RIVERVIEW — Bobby Carter saw flames engulfing the home where he had lived for 25 years. Then he heard his dogs barking.
Four of them were inside.
He called their names as he crawled through a doorway into the fire. About three feet in, the smoke forced him to turn back.
Three dogs escaped the blaze. One, a chow named Buddy, didn't make it.
"I just let them in because it was hot outside," he said. "I don't know why he ran back in."
Investigators don't know what caused the fire Sunday in Carter's mobile home at 12520 Lovers Lane in Riverview, said Hillsborough Fire Rescue spokesman Ray Yeakley.
Carter, 57, said one investigator told him it may have started with an electrical problem in an air conditioning unit.
It took firefighters about 30 minutes to extinguish the blaze, which left the mobile home and surrounding structural additions a charred shell.
Walls, furniture and insulation turned to ashes. Flies buzzed around a pot of uncooked stew in what used to be the kitchen. The home was not insured, Carter said.
The next day, another mobile home less than 4 miles away suffered a similar fate.
A child playing with a lighter sparked a fire Monday morning at 11318 Pine St., Yeakley said. The blaze left a family of six homeless.
"When I opened up the door to my daughter's room, I saw a big flame out of nowhere," said Willie Cooper, 34, who lived in the home with his wife and four children. "I knew right then that we were in trouble."
As flames shot from the house, neighbors tried to help.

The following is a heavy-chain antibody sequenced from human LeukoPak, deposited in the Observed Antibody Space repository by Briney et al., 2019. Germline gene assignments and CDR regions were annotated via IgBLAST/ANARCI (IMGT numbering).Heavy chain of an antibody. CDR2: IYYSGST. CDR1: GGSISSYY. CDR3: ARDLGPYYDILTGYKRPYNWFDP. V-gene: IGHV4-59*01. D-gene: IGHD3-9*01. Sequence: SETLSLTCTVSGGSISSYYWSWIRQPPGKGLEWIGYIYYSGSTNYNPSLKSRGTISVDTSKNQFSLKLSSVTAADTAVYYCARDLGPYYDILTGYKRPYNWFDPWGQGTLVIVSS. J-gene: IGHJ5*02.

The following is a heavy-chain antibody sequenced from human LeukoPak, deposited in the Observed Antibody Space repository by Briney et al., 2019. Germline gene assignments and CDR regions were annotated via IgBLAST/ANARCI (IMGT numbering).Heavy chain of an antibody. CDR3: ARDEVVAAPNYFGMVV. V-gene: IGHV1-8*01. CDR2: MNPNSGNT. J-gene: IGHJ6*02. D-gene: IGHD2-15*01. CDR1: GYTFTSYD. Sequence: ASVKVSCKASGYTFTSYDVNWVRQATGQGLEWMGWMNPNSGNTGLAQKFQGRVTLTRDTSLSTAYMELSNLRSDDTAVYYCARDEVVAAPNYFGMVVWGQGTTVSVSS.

"My husband ran and grabbed a hose," said Donna Riley, who lives next door with her family.
Firefighters brought the fire under control within 25 minutes, Yeakley said. But the fire destroyed the home, causing at least $50,000 in damage — including clothing, toy cars, baby dolls and little army men.
"Everything my wife worked hard for, gone in a matter of minutes," Cooper said.
He said his family, which did not have renter's insurance, received assistance from the Red Cross and hopes to move to a nearby home.
A combination of intense heat and lightweight materials makes mobile homes particularly vulnerable in a fire, Yeakley said.
"Unfortunately, when you have a fire, a lot of that stuff will burn," he said. "And when it does, it burns so readily and so quickly."
Carter left his house, which stood behind his parents' home, for 15 minutes to go to the store Sunday afternoon. When he returned, he could see smoke billowing from a distance.
"I never in my life would have thought something could burn so fast," he said.
About $1,000 worth of new hardwood flooring and a brand new big-screen TV were destroyed in the fire, he said.
On Tuesday, Hillsborough County code investigator Dennis Clift stopped by and asked if Carter planned to rebuild. Carter said family members found him a temporary trailer to live in.
"Give me a chance to get over this and I'll get something that I want," he said. "This is the nicest thing I've ever owned."
But the biggest loss was Buddy, a dog he named after his father. His other dogs are little comfort.
"They can't take his place," Carter said.
Times researcher John Martin contributed to this report. Catherine E. Shoichet can be reached at 661-2454 or email@example.com.